9/9/12

Star Trek: Asterisk "Star Trek II: The Wrath of Khan"

Vital Information
Series: The Original Series
Episode: MovieII
Release Date: June 4, 1982
Written by: Harve Bennett and Jack B. Sowards
Directed by: Nicholas Meyer

Premise
After a planetary shift causes the death of his wife, the great Khan Noonien Singh seeks revenge on Admiral James T. Kirk.

Review
The movie starts off with the famous Kobayashi Maru test being taken by Lt. Saavik. The test is probably the most annoying video game ever. You're called in to help the Kobayashi Maru, who is badly damaged inside the Neutral Zone, and then get attacked by three Klingon ships. There is no way win. You either cross into the Neutral Zone and die, or stay out of the Neutral Zone and let the Kobayashi Maru die. Bonus points if you do it while eating an apple. Kirk is the only one who ever beat the test by destroying the Klingons and saving the Kobayashi Maru. So you can imagine Saavik's embarrassment when Kirk walks in after she loses and gives an assessment.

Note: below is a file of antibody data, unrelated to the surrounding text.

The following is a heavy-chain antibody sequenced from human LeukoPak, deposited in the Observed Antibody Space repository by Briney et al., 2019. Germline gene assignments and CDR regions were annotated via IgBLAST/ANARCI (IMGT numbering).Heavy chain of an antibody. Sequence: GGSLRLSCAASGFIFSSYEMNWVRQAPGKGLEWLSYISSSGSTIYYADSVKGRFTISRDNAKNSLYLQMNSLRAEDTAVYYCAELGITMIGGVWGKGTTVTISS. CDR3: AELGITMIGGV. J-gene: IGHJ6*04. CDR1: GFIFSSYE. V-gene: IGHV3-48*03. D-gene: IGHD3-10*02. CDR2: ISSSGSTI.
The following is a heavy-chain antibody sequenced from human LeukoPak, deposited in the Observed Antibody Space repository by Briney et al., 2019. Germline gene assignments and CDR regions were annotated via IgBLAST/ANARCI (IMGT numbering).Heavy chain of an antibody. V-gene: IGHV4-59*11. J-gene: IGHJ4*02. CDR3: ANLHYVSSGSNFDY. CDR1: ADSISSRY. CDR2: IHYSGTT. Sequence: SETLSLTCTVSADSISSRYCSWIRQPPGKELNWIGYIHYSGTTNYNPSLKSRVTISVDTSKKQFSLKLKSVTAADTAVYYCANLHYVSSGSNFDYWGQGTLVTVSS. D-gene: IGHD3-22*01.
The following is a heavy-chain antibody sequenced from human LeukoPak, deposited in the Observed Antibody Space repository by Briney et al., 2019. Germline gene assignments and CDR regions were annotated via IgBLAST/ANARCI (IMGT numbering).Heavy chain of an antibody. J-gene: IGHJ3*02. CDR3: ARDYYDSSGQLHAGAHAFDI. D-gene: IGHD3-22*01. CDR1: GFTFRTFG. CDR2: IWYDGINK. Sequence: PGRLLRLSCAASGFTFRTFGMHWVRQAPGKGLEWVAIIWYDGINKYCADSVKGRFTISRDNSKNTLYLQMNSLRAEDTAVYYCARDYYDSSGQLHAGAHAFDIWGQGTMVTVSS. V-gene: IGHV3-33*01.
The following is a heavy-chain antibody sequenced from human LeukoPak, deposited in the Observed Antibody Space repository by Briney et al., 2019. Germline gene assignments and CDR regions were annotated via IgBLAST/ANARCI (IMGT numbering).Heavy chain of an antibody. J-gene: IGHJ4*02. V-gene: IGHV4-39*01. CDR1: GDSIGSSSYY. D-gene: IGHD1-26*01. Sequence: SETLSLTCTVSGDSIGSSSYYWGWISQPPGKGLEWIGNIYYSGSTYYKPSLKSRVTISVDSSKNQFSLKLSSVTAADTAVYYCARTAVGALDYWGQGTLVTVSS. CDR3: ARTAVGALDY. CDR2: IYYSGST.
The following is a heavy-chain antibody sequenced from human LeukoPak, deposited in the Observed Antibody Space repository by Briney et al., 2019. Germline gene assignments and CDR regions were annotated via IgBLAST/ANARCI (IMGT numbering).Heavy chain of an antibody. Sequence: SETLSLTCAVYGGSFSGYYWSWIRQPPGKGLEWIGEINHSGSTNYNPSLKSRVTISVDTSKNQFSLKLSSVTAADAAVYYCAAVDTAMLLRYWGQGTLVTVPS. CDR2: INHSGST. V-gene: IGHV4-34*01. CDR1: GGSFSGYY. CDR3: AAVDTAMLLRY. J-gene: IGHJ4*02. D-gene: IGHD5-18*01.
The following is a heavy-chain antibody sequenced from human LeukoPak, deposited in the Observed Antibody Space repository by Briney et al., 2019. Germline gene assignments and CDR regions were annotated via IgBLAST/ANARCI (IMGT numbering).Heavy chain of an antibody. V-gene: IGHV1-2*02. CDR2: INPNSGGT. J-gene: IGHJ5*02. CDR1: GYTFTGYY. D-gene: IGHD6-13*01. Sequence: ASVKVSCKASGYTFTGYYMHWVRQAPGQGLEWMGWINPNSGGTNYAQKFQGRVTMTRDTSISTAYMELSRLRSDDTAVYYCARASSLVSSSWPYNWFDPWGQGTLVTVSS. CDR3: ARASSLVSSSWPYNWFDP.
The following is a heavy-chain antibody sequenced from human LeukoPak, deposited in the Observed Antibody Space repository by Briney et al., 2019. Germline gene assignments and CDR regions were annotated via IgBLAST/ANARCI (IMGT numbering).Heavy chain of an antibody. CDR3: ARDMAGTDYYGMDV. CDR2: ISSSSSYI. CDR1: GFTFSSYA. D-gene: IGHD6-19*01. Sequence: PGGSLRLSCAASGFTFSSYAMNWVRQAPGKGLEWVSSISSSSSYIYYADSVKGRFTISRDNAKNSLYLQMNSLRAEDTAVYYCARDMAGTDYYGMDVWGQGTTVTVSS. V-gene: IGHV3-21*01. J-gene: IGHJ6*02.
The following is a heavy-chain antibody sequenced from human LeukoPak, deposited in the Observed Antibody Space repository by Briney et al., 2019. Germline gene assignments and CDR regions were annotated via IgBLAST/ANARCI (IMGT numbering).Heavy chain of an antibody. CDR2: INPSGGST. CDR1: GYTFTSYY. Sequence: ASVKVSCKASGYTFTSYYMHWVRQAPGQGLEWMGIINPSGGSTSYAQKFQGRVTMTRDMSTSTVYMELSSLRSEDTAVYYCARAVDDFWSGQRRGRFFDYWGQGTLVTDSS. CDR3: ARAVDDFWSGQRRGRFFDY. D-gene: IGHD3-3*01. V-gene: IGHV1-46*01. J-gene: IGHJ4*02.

After putting Saavik in her place (no doubt plunging her into a bought of depressed ice cream eating) Kirk "celebrates" his birthday and complains about how old he's getting and how much he wants to be back in command of a starship instead of being an Admiral. He longs for the days when he would explore the galaxy and out wit aliens, computers and Augments. If only one of those things would come back to revitalize him...
What you did there, Bones... I see it.